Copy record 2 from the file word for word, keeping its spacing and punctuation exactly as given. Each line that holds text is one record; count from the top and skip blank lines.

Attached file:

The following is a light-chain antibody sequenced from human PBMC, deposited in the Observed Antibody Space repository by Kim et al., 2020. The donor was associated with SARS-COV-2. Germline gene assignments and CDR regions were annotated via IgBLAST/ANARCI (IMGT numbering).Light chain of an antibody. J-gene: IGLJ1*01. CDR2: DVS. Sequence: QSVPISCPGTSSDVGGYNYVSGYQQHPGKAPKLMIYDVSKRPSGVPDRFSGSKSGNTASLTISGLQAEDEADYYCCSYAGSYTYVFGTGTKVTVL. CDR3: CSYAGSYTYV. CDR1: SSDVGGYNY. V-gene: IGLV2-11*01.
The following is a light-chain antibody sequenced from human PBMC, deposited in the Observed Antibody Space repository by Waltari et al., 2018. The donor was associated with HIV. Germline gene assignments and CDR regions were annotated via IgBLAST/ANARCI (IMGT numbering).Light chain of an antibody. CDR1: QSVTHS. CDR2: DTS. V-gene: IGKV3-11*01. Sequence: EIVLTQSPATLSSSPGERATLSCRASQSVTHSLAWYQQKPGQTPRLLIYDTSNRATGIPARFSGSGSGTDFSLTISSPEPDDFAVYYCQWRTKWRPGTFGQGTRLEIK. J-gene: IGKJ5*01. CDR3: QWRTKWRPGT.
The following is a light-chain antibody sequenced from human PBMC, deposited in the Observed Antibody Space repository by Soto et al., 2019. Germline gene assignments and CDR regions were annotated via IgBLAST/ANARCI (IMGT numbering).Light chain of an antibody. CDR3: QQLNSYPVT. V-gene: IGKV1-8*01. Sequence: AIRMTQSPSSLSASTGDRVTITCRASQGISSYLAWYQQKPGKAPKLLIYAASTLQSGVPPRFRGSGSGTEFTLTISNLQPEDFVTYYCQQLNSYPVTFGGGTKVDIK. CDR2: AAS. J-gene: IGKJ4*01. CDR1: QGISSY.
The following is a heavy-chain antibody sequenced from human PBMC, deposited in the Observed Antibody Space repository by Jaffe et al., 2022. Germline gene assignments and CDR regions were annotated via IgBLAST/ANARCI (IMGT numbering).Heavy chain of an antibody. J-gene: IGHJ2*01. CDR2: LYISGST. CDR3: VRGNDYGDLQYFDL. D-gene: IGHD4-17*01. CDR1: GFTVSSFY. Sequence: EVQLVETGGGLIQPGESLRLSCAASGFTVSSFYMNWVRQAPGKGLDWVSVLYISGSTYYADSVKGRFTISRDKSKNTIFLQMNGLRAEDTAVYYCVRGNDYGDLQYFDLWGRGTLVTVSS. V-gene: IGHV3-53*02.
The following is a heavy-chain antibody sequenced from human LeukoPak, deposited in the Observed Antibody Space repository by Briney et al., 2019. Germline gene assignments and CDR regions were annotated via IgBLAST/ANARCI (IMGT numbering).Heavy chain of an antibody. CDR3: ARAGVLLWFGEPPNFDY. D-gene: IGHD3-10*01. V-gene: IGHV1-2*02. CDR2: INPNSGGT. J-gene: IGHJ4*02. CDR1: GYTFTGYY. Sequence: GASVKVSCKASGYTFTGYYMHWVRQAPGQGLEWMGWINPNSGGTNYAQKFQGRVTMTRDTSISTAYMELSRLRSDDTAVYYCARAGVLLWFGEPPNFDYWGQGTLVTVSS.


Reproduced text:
The following is a light-chain antibody sequenced from human PBMC, deposited in the Observed Antibody Space repository by Waltari et al., 2018. The donor was associated with HIV. Germline gene assignments and CDR regions were annotated via IgBLAST/ANARCI (IMGT numbering).Light chain of an antibody. CDR1: QSVTHS. CDR2: DTS. V-gene: IGKV3-11*01. Sequence: EIVLTQSPATLSSSPGERATLSCRASQSVTHSLAWYQQKPGQTPRLLIYDTSNRATGIPARFSGSGSGTDFSLTISSPEPDDFAVYYCQWRTKWRPGTFGQGTRLEIK. J-gene: IGKJ5*01. CDR3: QWRTKWRPGT.